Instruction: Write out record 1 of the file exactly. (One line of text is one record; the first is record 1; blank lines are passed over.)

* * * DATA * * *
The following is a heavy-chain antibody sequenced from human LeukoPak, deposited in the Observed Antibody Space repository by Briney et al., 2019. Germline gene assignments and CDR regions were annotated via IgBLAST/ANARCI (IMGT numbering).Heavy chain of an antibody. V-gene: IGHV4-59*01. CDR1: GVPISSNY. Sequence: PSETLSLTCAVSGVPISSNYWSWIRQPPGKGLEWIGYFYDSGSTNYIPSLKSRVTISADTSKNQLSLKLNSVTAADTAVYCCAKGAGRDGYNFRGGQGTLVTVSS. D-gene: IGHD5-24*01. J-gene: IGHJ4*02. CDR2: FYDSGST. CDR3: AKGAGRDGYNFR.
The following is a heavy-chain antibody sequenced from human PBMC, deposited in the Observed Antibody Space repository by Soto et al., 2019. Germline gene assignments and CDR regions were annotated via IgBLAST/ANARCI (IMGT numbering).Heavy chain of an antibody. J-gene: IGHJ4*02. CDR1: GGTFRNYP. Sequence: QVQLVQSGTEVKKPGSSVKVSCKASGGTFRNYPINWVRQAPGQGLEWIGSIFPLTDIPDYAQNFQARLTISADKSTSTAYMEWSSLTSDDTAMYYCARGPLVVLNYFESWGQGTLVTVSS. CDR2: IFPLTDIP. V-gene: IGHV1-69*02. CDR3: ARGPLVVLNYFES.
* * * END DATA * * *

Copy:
The following is a heavy-chain antibody sequenced from human LeukoPak, deposited in the Observed Antibody Space repository by Briney et al., 2019. Germline gene assignments and CDR regions were annotated via IgBLAST/ANARCI (IMGT numbering).Heavy chain of an antibody. V-gene: IGHV4-59*01. CDR1: GVPISSNY. Sequence: PSETLSLTCAVSGVPISSNYWSWIRQPPGKGLEWIGYFYDSGSTNYIPSLKSRVTISADTSKNQLSLKLNSVTAADTAVYCCAKGAGRDGYNFRGGQGTLVTVSS. D-gene: IGHD5-24*01. J-gene: IGHJ4*02. CDR2: FYDSGST. CDR3: AKGAGRDGYNFR.